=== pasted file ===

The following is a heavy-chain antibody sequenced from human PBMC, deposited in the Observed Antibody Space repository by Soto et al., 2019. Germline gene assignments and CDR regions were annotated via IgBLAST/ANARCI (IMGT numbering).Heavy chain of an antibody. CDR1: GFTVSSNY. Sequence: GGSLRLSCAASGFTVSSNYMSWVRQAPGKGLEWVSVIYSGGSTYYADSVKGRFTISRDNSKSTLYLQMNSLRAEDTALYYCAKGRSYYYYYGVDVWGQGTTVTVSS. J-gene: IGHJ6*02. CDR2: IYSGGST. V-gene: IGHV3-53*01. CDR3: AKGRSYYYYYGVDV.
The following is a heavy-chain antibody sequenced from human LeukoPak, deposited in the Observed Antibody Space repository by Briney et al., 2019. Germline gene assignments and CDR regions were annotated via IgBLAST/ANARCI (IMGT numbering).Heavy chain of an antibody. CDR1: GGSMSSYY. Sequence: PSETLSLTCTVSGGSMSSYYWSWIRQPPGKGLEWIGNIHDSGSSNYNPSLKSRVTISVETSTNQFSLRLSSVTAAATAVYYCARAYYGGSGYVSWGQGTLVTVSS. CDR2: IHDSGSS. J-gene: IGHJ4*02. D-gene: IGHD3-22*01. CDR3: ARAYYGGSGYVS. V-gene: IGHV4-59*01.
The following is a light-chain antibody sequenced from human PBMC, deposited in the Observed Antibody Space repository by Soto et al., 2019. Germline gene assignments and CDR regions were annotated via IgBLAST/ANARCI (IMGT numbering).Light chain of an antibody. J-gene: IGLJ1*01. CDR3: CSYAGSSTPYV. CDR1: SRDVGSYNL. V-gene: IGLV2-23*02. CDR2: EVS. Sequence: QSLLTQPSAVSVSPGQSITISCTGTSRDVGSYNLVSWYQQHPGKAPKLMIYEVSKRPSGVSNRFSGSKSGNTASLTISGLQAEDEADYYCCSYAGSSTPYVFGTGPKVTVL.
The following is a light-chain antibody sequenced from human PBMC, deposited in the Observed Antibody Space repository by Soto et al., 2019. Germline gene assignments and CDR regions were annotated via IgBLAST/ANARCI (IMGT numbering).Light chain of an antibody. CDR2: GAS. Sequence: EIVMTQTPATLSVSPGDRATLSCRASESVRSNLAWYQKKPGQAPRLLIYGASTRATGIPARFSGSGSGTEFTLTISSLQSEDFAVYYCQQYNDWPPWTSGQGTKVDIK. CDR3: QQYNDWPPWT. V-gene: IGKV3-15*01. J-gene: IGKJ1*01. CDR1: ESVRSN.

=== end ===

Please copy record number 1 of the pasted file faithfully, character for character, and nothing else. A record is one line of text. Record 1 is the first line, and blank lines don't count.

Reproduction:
The following is a heavy-chain antibody sequenced from human PBMC, deposited in the Observed Antibody Space repository by Soto et al., 2019. Germline gene assignments and CDR regions were annotated via IgBLAST/ANARCI (IMGT numbering).Heavy chain of an antibody. CDR1: GFTVSSNY. Sequence: GGSLRLSCAASGFTVSSNYMSWVRQAPGKGLEWVSVIYSGGSTYYADSVKGRFTISRDNSKSTLYLQMNSLRAEDTALYYCAKGRSYYYYYGVDVWGQGTTVTVSS. J-gene: IGHJ6*02. CDR2: IYSGGST. V-gene: IGHV3-53*01. CDR3: AKGRSYYYYYGVDV.